- East Africa
- Employment - Religion - Sexuality
Ugandan Sex workers attack religious leaders
Sex workers in Uganda have lashed out at religious leaders who have condemned their trade but failed to encourage programs and projects to help fight unemployment and poverty in the country.
Sex workers expressed their anger after, Henry Luke Orombi, Anglican archbishop of Uganda, asked police to arrest men who pay for sex with prostitutes.
While addressing youth at St Peters Cathedral in the western Uganda district of Bushenyi recently, Orombi said that "Police should not only arrest the women but also the buyers" arguing that "If there were no men demanding for sex from girls, majority of who are university students, there wouldn’t be prostitution.
But prostitutes have condemned the primate and accused him of interfering in their affairs.
Says Macklean Kyomya, who also heads an organization called Women’s Organization Network for Human Rights advocacy (WONETHA): "As a Human Rights advocacy network we agree with Archbishop Orombi that people get into sex work for survival.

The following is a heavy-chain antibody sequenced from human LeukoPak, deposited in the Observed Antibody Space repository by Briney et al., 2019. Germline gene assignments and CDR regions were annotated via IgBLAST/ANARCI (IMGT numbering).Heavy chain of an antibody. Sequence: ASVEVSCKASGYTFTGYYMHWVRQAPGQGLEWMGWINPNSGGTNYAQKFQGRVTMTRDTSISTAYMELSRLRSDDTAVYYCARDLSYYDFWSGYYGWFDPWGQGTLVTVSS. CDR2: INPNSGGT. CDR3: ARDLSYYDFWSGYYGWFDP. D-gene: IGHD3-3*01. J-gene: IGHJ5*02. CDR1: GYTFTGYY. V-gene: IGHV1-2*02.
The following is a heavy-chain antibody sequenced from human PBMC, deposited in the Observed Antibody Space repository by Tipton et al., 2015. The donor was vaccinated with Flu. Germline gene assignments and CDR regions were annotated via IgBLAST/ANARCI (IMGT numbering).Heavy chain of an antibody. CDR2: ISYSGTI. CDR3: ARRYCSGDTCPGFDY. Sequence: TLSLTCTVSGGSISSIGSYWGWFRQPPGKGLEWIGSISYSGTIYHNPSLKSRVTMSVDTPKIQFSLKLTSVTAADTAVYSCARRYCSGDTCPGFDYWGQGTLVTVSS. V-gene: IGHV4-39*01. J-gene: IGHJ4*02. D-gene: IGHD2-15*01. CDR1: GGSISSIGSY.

"However we strongly oppose criminalization of consensual adult sex work in all its forms whether it targets both the client who seeks for services and the sex worker- service provider, or either of the parties.
"Criminalization fuels sex workers’ vulnerability to discrimination, stigma, violence and sexual abuse, exploitation and extortion and getting murdered in cold blood."
According to Kyoma, sex workers need to be given the rights to operate in a safe environment instead of being rescued.
Janet Nakatte Nabyanzi, a sex workers coordinator in Kampala, is also critical of religious leaders.
"Religiuos leaders have done nothing to help the unemployed youths in the country. They should leave us to work for our survival" she said.